Drivers dread the moment they effectively “run out of talent.”
That sinking feeling in the bottom of your stomach when a turn goes pear-shaped and the car goes sideways isn’t exactly thrilling. For some, talent runs out on the day’s last lap, when tires are hot and tensions are hotter. For others, it could be the first lap, when tires are cold and nerves are numb.
If it’s below freezing outside, it could be a combination of cold tires and hot tempers.
Professional driver and Porsche instructor Lorne Banks knows the feeling when talent has left and panic has arrived fairly well. The former motorcycle hotshoe (or is it boot?) is a convert to four-wheeled racing and distills his instruction on a cold Canadian morning.
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“If at first it doesn’t work, then keep doing the same thing?” he asks from his perch on a frozen race course outside Montreal, which Porsche uses as its winter playground.
“No. If at first it doesn’t work, then I’m out of talent,” I reply.
Improving one’s driving talent is the point of Porsche’s Camp4, a worldwide adventure for well-heeled owners looking to increase their skills without decreasing the value of their cars with broken bumpers, mangled hoods, or frayed nerves.
The Canadian winter driving program is a relatively new stop for Porsche on its Camp4 circuit, which started in the 1960s. Drivers and instructors wind their way through slalom runs, drifting figure-eight courses, downhill sweepers, and short tracks for rally flicks. For four or five days, the crash course on staying dent-free is meant to showcase the dynamics of Porsche’s sports cars on the frozen tundra. Starting at $4,000 and running all the way up to $7,500 for a five-day mind-boggling bender, Camp4 is an adventure, but also serves as a notice: talent only goes so far, and repetition is the only way to fill in the gaps.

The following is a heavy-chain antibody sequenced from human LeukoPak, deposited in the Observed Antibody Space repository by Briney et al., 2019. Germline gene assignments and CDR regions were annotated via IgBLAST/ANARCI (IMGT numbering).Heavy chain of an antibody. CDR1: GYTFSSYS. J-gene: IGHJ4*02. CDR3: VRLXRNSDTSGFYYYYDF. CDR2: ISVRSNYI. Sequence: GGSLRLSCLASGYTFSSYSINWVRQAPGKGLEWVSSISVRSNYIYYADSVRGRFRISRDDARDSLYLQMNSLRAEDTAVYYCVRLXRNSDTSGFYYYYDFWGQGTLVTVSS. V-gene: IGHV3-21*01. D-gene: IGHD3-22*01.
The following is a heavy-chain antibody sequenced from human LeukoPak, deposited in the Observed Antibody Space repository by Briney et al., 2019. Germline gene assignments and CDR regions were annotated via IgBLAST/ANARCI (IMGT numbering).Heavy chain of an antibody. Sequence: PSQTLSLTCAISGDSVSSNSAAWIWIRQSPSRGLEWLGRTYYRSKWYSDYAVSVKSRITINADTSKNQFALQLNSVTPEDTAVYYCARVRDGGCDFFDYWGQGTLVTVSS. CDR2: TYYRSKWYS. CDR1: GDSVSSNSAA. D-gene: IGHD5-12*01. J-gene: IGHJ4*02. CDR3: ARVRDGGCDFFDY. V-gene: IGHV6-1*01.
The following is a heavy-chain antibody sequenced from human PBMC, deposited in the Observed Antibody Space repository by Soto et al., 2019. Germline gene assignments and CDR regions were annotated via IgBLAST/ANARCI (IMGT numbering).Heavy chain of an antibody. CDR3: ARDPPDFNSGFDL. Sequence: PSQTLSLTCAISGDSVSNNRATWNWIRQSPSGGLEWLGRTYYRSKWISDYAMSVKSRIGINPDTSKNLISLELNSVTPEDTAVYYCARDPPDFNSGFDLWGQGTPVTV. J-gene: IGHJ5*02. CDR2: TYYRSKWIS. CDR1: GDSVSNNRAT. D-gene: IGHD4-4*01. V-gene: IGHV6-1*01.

Porsche Camp4 Canada 2017
It’s physics, after all
Banks is meticulous in his approach to instructing drivers. After a brief session in seating position and car prep, Banks’ advice is simple to novice drivers: Drivetrain and engine layout are critical knowledge on paper, but there’s no amount of talking that’s better than seat time.
For example, our first test is a rally flick behind the wheel of a 2017 Porsche 911 Carrera 4S, an exercise meant to get Porsche’s famous pendulum rear end to swing around with predictability. Banks’ instruction and theory may have well been in Klingon.
The lesson to be learned on the snowy short track: Porsche’s all-wheel-drive system won’t save much if the front wheels aren’t straight. Steer into the skid and I’m stuffed; straighten up the wheels and the fronts will claw the back end in line with where the nose is pointed.
It’s counter-intuitive for me because I’m used to sawing at the wheel when the back end is flailing. Slower hands help in this all-wheel-drive test, and the 911’s front tires greatly benefit from a driver’s mental reset—even when carrying more rotational inertia in the rear-engined Porsche than you get in the teacup ride at Disneyland.